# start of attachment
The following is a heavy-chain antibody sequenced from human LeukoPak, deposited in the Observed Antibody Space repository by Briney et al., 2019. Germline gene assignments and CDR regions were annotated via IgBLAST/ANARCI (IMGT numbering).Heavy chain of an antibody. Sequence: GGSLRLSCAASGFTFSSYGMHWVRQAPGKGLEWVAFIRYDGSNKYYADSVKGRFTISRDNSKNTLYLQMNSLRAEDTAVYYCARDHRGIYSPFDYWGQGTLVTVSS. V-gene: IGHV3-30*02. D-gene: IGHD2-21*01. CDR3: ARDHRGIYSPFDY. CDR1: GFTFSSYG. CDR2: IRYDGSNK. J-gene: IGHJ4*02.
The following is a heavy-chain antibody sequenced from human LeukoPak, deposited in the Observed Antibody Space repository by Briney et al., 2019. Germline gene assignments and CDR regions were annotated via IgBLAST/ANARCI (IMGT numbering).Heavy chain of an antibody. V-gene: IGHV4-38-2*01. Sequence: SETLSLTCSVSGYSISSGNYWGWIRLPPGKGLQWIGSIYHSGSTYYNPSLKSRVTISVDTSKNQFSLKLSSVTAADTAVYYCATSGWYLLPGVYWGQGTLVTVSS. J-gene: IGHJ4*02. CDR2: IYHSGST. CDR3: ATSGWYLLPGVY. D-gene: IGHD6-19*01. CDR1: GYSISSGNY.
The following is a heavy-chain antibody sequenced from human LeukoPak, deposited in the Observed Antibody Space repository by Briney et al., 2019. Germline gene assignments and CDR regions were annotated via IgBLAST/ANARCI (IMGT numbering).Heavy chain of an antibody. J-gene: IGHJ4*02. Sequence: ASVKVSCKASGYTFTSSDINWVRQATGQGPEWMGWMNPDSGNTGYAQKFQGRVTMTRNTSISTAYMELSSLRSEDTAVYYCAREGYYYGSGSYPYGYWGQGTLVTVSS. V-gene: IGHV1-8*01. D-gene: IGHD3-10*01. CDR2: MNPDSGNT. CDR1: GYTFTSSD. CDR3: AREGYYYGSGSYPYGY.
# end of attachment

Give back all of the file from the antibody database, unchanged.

The following is a heavy-chain antibody sequenced from human LeukoPak, deposited in the Observed Antibody Space repository by Briney et al., 2019. Germline gene assignments and CDR regions were annotated via IgBLAST/ANARCI (IMGT numbering).Heavy chain of an antibody. Sequence: GGSLRLSCAASGFTFSSYGMHWVRQAPGKGLEWVAFIRYDGSNKYYADSVKGRFTISRDNSKNTLYLQMNSLRAEDTAVYYCARDHRGIYSPFDYWGQGTLVTVSS. V-gene: IGHV3-30*02. D-gene: IGHD2-21*01. CDR3: ARDHRGIYSPFDY. CDR1: GFTFSSYG. CDR2: IRYDGSNK. J-gene: IGHJ4*02.
The following is a heavy-chain antibody sequenced from human LeukoPak, deposited in the Observed Antibody Space repository by Briney et al., 2019. Germline gene assignments and CDR regions were annotated via IgBLAST/ANARCI (IMGT numbering).Heavy chain of an antibody. V-gene: IGHV4-38-2*01. Sequence: SETLSLTCSVSGYSISSGNYWGWIRLPPGKGLQWIGSIYHSGSTYYNPSLKSRVTISVDTSKNQFSLKLSSVTAADTAVYYCATSGWYLLPGVYWGQGTLVTVSS. J-gene: IGHJ4*02. CDR2: IYHSGST. CDR3: ATSGWYLLPGVY. D-gene: IGHD6-19*01. CDR1: GYSISSGNY.
The following is a heavy-chain antibody sequenced from human LeukoPak, deposited in the Observed Antibody Space repository by Briney et al., 2019. Germline gene assignments and CDR regions were annotated via IgBLAST/ANARCI (IMGT numbering).Heavy chain of an antibody. J-gene: IGHJ4*02. Sequence: ASVKVSCKASGYTFTSSDINWVRQATGQGPEWMGWMNPDSGNTGYAQKFQGRVTMTRNTSISTAYMELSSLRSEDTAVYYCAREGYYYGSGSYPYGYWGQGTLVTVSS. V-gene: IGHV1-8*01. D-gene: IGHD3-10*01. CDR2: MNPDSGNT. CDR1: GYTFTSSD. CDR3: AREGYYYGSGSYPYGY.